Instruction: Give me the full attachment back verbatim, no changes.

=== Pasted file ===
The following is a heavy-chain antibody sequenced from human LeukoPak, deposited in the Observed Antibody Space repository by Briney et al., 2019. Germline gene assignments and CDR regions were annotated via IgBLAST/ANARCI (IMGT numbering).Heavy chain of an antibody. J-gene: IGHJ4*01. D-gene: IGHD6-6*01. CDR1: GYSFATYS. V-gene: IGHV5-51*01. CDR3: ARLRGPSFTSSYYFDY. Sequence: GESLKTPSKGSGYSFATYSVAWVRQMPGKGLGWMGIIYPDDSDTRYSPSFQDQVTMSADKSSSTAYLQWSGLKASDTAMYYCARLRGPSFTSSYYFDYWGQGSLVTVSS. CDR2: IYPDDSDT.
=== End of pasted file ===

The following is a heavy-chain antibody sequenced from human LeukoPak, deposited in the Observed Antibody Space repository by Briney et al., 2019. Germline gene assignments and CDR regions were annotated via IgBLAST/ANARCI (IMGT numbering).Heavy chain of an antibody. J-gene: IGHJ4*01. D-gene: IGHD6-6*01. CDR1: GYSFATYS. V-gene: IGHV5-51*01. CDR3: ARLRGPSFTSSYYFDY. Sequence: GESLKTPSKGSGYSFATYSVAWVRQMPGKGLGWMGIIYPDDSDTRYSPSFQDQVTMSADKSSSTAYLQWSGLKASDTAMYYCARLRGPSFTSSYYFDYWGQGSLVTVSS. CDR2: IYPDDSDT.